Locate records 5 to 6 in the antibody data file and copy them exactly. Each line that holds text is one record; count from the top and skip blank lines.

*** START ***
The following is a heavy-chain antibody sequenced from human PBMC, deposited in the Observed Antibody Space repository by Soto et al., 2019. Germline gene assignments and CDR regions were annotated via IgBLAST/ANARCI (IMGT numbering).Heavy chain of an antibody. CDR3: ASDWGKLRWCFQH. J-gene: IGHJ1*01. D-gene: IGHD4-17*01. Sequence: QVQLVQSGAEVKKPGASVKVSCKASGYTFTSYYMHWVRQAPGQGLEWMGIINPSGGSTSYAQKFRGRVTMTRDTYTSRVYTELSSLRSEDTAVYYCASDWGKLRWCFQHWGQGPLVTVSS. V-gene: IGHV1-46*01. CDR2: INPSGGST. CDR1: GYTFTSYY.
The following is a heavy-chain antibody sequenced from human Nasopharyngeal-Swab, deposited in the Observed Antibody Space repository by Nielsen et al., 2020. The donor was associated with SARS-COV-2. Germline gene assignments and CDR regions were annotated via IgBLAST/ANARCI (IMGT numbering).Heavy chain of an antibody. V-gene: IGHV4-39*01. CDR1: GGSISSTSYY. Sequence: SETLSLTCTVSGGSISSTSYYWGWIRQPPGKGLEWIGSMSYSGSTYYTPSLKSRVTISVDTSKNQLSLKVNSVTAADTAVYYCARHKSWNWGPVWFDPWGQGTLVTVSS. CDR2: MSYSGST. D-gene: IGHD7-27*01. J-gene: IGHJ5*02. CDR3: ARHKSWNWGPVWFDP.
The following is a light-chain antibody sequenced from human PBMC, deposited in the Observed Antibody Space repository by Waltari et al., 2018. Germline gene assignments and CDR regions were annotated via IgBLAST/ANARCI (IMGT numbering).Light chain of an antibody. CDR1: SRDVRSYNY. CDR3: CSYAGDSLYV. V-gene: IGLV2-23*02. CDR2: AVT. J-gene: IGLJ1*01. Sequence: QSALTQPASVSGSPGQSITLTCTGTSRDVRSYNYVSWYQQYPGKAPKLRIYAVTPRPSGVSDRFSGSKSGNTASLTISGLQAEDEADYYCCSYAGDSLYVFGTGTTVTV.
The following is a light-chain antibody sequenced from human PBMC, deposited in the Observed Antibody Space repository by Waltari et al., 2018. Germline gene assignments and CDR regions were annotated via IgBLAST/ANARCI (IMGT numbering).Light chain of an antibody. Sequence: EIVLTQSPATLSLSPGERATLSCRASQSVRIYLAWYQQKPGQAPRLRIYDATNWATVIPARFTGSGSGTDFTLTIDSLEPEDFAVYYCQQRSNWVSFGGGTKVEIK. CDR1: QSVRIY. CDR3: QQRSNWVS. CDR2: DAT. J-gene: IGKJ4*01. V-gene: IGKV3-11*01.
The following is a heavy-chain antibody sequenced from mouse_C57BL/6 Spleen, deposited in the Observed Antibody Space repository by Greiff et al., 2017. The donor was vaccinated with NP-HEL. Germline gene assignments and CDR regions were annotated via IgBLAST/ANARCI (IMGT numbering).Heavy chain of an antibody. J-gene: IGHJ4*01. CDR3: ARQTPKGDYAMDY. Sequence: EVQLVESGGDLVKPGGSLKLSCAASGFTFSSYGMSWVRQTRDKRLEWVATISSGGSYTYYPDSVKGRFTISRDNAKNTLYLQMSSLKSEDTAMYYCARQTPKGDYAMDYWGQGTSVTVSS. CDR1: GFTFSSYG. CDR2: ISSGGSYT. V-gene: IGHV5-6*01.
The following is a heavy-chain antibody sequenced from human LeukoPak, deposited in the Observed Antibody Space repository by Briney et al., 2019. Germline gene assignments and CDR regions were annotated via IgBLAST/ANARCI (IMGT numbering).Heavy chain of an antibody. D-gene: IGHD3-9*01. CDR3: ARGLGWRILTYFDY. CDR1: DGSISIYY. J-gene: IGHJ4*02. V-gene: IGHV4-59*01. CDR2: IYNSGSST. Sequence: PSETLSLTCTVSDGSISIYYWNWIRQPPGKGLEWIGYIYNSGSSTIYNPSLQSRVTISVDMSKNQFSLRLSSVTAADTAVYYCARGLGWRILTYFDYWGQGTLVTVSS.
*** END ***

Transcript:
The following is a heavy-chain antibody sequenced from mouse_C57BL/6 Spleen, deposited in the Observed Antibody Space repository by Greiff et al., 2017. The donor was vaccinated with NP-HEL. Germline gene assignments and CDR regions were annotated via IgBLAST/ANARCI (IMGT numbering).Heavy chain of an antibody. J-gene: IGHJ4*01. CDR3: ARQTPKGDYAMDY. Sequence: EVQLVESGGDLVKPGGSLKLSCAASGFTFSSYGMSWVRQTRDKRLEWVATISSGGSYTYYPDSVKGRFTISRDNAKNTLYLQMSSLKSEDTAMYYCARQTPKGDYAMDYWGQGTSVTVSS. CDR1: GFTFSSYG. CDR2: ISSGGSYT. V-gene: IGHV5-6*01.
The following is a heavy-chain antibody sequenced from human LeukoPak, deposited in the Observed Antibody Space repository by Briney et al., 2019. Germline gene assignments and CDR regions were annotated via IgBLAST/ANARCI (IMGT numbering).Heavy chain of an antibody. D-gene: IGHD3-9*01. CDR3: ARGLGWRILTYFDY. CDR1: DGSISIYY. J-gene: IGHJ4*02. V-gene: IGHV4-59*01. CDR2: IYNSGSST. Sequence: PSETLSLTCTVSDGSISIYYWNWIRQPPGKGLEWIGYIYNSGSSTIYNPSLQSRVTISVDMSKNQFSLRLSSVTAADTAVYYCARGLGWRILTYFDYWGQGTLVTVSS.